Grover, a mixed breed dog with many names, is now safe in the home of Shanna Townsend of Euharlee.
He was first called Frankie after his original owners moved and left him abandoned and homeless in Aragon. He was also known as Rodney, Big Red and even Brownie.
The people of Aragon began to talk about how he roamed from house to house. He quickly became the neighborhood pet.
Everyone discussed how the kids loved him and the adults began to watch out for him. However, he was still homeless and wandering.
Then, someone stabbed him in the neck. His friends believe it was on Jan. 4.
At some point, an unknown Aragon resident duct-taped a makeshift bandage over his wound. The applied pressure and extreme cold has led to the belief that this action saved Grover’s life.
The rest of the story unfolded after Sgt. Marc Riley, Aragon Police Department, posted a picture of Frankie (one of Grover’s previous names) on Facebook.
Kelly Shackelford, an animal advocate and native of Aragon, saw this post and immediately contacted the director of GA-AWA (Georgia Animal Welfare Advocates) asking for support confirmation.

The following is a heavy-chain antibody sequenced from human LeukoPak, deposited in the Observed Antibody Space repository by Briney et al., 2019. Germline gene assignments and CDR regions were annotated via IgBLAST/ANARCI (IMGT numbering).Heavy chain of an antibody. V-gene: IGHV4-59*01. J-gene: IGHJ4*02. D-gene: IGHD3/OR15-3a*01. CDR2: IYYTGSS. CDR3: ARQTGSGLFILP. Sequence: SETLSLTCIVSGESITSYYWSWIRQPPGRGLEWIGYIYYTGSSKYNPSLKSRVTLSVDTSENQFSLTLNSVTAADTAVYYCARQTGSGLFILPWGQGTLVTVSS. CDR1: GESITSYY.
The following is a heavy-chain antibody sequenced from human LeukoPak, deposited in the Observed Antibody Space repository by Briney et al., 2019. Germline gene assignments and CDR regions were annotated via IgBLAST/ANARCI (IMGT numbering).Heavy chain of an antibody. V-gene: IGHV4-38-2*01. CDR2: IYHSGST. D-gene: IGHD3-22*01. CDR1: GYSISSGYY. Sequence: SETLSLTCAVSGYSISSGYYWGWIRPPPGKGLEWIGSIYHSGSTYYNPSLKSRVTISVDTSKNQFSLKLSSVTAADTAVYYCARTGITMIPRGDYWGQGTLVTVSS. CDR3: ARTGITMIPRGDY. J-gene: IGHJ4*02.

She got the green light and blasted Grover’s story on social media in a desperate plea for everyone to watch for the dog.
Shackelford said Grover’s story quickly exploded in a “spectacular display of compassion and loyalty as a dog-hunt ensued.”
Despite the cold temperatures, numerous Aragon residents, including Matlida Caldwell and Jennifer Goodwill, formed a group to search the streets.
“We all feared the worst,” Shackelford said. “I was terrified between losing so much blood and the extreme cold, he would go into shock and die before we could find him.”
As the temperature dropped, the urgency grew. Finding the animal in time becomes a desperate mission for many of the people in Aragon.
The story was circulated that Grover had not been found and many animal lovers and concerned citizens joined the search.
Later, he was found.
Matlida Caldwell and Jennifer Goodwin collected him. He was taken to the home Caldwell’s home where he spent the night. His wound was cleaned and bandage changed.
“They contacted me,” Shackelford said. “GA AWA started collecting funds to ensure the dog received the much needed vet care.”
The money was collected and Grover was picked up and taken to New Hope Animal Hospital. Dr Clay Leathers confirmed Frankie’s wound was consistent with a stab wound and not an animal attack.
Grover’s wounds were treated, and he was given antibiotics and received all needed shots.
Thereafter, Shanna Townsend and her son, Jonathan Paul (J.P.), picked him up.
“We decided to call him Grover,” Townsend said. “He is doing fine and now has a forever home. In fact, he has even staked out a place beneath our table to sleep.”